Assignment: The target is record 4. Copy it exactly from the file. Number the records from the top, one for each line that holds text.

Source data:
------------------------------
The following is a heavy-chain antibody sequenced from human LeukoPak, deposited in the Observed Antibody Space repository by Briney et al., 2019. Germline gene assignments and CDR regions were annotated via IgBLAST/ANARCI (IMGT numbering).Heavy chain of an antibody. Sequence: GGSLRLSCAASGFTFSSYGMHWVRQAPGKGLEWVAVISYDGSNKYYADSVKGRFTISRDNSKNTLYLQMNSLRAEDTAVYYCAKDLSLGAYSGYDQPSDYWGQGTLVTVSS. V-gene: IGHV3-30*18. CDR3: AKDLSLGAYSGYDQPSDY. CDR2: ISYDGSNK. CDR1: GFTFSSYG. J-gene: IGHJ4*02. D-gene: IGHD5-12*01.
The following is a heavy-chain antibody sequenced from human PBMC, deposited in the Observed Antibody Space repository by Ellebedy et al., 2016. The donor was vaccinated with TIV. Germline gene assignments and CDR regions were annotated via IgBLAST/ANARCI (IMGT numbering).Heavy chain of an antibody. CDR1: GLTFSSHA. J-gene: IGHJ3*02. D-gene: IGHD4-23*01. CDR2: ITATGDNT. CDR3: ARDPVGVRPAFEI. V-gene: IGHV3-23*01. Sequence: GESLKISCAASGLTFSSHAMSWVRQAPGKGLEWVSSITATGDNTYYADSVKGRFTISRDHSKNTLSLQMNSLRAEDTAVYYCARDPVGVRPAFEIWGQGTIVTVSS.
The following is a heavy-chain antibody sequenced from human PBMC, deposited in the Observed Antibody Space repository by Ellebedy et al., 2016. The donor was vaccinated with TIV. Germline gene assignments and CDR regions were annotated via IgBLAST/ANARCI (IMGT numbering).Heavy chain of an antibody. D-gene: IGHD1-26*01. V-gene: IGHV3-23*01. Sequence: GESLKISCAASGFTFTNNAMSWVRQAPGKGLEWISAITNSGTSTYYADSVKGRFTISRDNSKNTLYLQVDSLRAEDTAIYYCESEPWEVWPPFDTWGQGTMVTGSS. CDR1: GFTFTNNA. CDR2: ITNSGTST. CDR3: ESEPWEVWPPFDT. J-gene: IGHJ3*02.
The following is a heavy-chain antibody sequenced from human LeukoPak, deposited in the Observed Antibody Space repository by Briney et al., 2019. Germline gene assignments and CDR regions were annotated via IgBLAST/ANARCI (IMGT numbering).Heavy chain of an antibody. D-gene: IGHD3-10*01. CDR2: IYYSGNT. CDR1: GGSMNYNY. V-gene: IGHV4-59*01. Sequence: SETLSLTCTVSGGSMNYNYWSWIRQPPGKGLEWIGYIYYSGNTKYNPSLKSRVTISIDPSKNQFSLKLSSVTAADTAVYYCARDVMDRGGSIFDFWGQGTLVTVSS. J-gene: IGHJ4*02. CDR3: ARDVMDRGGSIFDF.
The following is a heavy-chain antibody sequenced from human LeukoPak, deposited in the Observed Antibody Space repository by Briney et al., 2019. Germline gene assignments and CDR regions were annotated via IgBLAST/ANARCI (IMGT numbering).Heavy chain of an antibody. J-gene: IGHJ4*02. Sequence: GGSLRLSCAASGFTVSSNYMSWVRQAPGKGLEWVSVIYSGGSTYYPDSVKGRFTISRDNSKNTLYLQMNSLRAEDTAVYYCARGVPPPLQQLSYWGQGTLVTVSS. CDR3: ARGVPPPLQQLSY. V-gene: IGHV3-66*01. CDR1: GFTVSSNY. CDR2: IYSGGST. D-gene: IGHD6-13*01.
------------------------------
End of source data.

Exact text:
The following is a heavy-chain antibody sequenced from human LeukoPak, deposited in the Observed Antibody Space repository by Briney et al., 2019. Germline gene assignments and CDR regions were annotated via IgBLAST/ANARCI (IMGT numbering).Heavy chain of an antibody. D-gene: IGHD3-10*01. CDR2: IYYSGNT. CDR1: GGSMNYNY. V-gene: IGHV4-59*01. Sequence: SETLSLTCTVSGGSMNYNYWSWIRQPPGKGLEWIGYIYYSGNTKYNPSLKSRVTISIDPSKNQFSLKLSSVTAADTAVYYCARDVMDRGGSIFDFWGQGTLVTVSS. J-gene: IGHJ4*02. CDR3: ARDVMDRGGSIFDF.